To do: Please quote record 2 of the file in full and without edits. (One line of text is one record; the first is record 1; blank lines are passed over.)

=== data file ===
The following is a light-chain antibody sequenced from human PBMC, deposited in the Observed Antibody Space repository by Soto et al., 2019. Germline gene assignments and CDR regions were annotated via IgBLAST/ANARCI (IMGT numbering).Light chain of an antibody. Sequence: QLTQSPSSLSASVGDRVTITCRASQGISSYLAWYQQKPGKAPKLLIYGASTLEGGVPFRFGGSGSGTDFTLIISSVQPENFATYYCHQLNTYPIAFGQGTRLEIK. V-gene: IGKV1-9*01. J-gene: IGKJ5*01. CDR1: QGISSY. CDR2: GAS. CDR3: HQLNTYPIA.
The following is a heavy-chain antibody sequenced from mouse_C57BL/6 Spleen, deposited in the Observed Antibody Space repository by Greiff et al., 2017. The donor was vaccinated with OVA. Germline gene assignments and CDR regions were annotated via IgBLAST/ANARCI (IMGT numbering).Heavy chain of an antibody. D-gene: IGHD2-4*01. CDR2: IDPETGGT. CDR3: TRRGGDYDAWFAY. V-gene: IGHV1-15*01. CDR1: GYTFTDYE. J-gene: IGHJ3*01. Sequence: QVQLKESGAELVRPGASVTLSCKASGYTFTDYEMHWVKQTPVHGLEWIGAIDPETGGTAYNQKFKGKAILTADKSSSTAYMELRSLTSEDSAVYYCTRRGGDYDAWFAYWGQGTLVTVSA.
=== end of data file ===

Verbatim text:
The following is a heavy-chain antibody sequenced from mouse_C57BL/6 Spleen, deposited in the Observed Antibody Space repository by Greiff et al., 2017. The donor was vaccinated with OVA. Germline gene assignments and CDR regions were annotated via IgBLAST/ANARCI (IMGT numbering).Heavy chain of an antibody. D-gene: IGHD2-4*01. CDR2: IDPETGGT. CDR3: TRRGGDYDAWFAY. V-gene: IGHV1-15*01. CDR1: GYTFTDYE. J-gene: IGHJ3*01. Sequence: QVQLKESGAELVRPGASVTLSCKASGYTFTDYEMHWVKQTPVHGLEWIGAIDPETGGTAYNQKFKGKAILTADKSSSTAYMELRSLTSEDSAVYYCTRRGGDYDAWFAYWGQGTLVTVSA.